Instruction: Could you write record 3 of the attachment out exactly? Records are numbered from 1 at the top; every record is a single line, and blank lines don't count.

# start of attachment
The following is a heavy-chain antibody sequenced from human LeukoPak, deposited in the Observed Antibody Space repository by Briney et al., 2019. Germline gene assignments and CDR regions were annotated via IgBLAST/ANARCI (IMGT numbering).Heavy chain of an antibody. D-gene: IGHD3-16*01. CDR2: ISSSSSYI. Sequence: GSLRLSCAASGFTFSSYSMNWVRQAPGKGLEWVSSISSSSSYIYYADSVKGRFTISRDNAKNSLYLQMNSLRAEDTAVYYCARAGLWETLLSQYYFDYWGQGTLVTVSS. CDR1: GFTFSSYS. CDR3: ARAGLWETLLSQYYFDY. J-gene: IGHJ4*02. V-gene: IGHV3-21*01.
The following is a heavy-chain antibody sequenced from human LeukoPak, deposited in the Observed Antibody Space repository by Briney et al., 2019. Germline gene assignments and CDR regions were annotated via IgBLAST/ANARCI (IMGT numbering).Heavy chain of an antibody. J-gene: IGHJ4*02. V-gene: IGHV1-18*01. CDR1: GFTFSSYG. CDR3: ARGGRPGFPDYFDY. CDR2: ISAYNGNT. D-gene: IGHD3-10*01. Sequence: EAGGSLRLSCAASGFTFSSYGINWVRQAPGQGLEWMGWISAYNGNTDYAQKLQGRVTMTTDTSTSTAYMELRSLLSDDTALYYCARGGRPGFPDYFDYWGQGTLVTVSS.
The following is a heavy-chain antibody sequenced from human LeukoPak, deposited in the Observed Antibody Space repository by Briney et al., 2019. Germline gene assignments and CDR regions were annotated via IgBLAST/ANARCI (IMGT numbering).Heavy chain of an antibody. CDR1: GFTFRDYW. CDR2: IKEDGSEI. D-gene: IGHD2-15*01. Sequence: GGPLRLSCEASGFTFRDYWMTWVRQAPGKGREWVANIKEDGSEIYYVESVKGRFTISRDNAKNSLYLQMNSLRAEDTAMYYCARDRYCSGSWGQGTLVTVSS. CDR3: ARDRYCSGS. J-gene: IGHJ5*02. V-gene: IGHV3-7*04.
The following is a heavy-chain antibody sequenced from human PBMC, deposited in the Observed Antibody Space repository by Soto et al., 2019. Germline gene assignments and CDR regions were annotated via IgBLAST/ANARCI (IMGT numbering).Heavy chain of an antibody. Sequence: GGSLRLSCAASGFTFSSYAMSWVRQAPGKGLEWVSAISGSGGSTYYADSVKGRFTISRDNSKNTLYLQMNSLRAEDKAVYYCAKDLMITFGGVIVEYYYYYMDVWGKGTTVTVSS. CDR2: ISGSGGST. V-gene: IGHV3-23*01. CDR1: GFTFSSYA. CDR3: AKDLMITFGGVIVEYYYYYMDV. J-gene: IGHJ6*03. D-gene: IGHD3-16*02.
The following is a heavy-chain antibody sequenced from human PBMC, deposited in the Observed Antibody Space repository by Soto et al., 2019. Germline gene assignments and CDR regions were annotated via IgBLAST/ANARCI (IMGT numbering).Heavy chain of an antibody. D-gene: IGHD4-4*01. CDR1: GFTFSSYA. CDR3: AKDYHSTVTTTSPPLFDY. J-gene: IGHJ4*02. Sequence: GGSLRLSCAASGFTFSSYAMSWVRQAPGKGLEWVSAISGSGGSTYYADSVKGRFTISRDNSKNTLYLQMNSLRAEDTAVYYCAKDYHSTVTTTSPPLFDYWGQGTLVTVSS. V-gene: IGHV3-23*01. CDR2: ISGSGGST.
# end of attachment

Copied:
The following is a heavy-chain antibody sequenced from human LeukoPak, deposited in the Observed Antibody Space repository by Briney et al., 2019. Germline gene assignments and CDR regions were annotated via IgBLAST/ANARCI (IMGT numbering).Heavy chain of an antibody. CDR1: GFTFRDYW. CDR2: IKEDGSEI. D-gene: IGHD2-15*01. Sequence: GGPLRLSCEASGFTFRDYWMTWVRQAPGKGREWVANIKEDGSEIYYVESVKGRFTISRDNAKNSLYLQMNSLRAEDTAMYYCARDRYCSGSWGQGTLVTVSS. CDR3: ARDRYCSGS. J-gene: IGHJ5*02. V-gene: IGHV3-7*04.